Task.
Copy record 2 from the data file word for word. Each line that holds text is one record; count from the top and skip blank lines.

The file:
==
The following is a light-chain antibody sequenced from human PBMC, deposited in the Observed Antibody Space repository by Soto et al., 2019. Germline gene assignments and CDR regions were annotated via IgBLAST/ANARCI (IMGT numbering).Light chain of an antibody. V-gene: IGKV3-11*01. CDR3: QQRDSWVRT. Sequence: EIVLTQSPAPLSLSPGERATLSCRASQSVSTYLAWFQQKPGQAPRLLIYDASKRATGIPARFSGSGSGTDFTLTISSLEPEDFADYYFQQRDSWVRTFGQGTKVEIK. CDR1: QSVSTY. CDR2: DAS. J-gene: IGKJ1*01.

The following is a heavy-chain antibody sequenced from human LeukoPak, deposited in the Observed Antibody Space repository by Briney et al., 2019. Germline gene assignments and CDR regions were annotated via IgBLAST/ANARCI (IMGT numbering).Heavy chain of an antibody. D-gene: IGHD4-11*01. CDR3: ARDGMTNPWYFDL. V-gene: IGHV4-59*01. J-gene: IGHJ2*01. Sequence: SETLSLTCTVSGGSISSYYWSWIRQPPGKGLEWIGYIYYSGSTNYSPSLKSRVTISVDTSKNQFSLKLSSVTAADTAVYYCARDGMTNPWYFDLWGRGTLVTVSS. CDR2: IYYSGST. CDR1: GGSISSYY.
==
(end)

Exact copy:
The following is a heavy-chain antibody sequenced from human LeukoPak, deposited in the Observed Antibody Space repository by Briney et al., 2019. Germline gene assignments and CDR regions were annotated via IgBLAST/ANARCI (IMGT numbering).Heavy chain of an antibody. D-gene: IGHD4-11*01. CDR3: ARDGMTNPWYFDL. V-gene: IGHV4-59*01. J-gene: IGHJ2*01. Sequence: SETLSLTCTVSGGSISSYYWSWIRQPPGKGLEWIGYIYYSGSTNYSPSLKSRVTISVDTSKNQFSLKLSSVTAADTAVYYCARDGMTNPWYFDLWGRGTLVTVSS. CDR2: IYYSGST. CDR1: GGSISSYY.